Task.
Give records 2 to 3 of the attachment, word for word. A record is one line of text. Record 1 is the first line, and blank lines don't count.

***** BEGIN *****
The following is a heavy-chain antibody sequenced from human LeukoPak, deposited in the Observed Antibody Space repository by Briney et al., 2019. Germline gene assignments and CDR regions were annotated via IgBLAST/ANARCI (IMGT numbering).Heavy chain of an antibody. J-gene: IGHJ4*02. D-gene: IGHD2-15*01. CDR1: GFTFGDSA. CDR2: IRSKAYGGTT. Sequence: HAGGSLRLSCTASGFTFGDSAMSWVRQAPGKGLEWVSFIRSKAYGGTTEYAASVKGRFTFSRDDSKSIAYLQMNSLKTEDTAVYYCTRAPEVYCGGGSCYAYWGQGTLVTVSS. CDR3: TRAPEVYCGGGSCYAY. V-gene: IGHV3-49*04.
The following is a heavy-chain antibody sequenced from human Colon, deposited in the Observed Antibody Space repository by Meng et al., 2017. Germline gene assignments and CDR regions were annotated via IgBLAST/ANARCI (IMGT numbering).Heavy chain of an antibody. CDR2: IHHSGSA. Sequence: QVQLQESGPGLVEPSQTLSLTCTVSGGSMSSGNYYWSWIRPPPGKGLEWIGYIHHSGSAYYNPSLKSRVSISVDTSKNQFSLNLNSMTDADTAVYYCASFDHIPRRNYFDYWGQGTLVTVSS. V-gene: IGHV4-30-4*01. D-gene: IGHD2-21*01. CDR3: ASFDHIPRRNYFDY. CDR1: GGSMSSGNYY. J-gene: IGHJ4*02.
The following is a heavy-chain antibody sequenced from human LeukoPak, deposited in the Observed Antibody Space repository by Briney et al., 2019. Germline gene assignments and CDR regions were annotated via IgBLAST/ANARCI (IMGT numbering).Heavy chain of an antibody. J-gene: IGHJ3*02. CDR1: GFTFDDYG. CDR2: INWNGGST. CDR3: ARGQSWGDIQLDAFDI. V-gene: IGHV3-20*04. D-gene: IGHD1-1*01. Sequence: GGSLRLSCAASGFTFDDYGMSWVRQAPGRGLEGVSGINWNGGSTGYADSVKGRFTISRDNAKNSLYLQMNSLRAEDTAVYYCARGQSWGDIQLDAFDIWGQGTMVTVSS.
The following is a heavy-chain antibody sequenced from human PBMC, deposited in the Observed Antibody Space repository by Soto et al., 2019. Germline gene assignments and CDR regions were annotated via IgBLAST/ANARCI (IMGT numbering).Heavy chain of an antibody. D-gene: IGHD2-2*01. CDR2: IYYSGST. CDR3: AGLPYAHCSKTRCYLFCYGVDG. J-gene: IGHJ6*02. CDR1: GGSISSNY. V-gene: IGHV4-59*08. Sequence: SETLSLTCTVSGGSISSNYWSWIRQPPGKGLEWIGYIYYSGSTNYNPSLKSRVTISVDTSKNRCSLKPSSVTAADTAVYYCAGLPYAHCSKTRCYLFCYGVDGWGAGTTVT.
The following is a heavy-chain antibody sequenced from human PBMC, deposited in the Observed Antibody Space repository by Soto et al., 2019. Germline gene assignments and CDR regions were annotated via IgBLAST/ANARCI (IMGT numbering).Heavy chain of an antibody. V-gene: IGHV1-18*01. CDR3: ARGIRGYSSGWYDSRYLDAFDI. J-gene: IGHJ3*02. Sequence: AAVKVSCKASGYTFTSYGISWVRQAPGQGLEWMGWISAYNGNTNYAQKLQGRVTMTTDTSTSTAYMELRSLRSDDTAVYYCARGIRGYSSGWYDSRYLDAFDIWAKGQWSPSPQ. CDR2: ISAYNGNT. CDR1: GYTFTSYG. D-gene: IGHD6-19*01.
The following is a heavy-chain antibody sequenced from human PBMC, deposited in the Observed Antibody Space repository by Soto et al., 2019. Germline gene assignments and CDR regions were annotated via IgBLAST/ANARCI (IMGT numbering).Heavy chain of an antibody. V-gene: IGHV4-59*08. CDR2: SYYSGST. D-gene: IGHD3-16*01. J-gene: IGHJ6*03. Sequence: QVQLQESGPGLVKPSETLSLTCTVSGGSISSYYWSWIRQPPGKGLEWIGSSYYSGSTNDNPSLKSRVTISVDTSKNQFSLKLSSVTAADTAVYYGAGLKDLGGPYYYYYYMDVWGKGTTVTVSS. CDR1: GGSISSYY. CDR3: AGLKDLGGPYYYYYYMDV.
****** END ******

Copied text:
The following is a heavy-chain antibody sequenced from human Colon, deposited in the Observed Antibody Space repository by Meng et al., 2017. Germline gene assignments and CDR regions were annotated via IgBLAST/ANARCI (IMGT numbering).Heavy chain of an antibody. CDR2: IHHSGSA. Sequence: QVQLQESGPGLVEPSQTLSLTCTVSGGSMSSGNYYWSWIRPPPGKGLEWIGYIHHSGSAYYNPSLKSRVSISVDTSKNQFSLNLNSMTDADTAVYYCASFDHIPRRNYFDYWGQGTLVTVSS. V-gene: IGHV4-30-4*01. D-gene: IGHD2-21*01. CDR3: ASFDHIPRRNYFDY. CDR1: GGSMSSGNYY. J-gene: IGHJ4*02.
The following is a heavy-chain antibody sequenced from human LeukoPak, deposited in the Observed Antibody Space repository by Briney et al., 2019. Germline gene assignments and CDR regions were annotated via IgBLAST/ANARCI (IMGT numbering).Heavy chain of an antibody. J-gene: IGHJ3*02. CDR1: GFTFDDYG. CDR2: INWNGGST. CDR3: ARGQSWGDIQLDAFDI. V-gene: IGHV3-20*04. D-gene: IGHD1-1*01. Sequence: GGSLRLSCAASGFTFDDYGMSWVRQAPGRGLEGVSGINWNGGSTGYADSVKGRFTISRDNAKNSLYLQMNSLRAEDTAVYYCARGQSWGDIQLDAFDIWGQGTMVTVSS.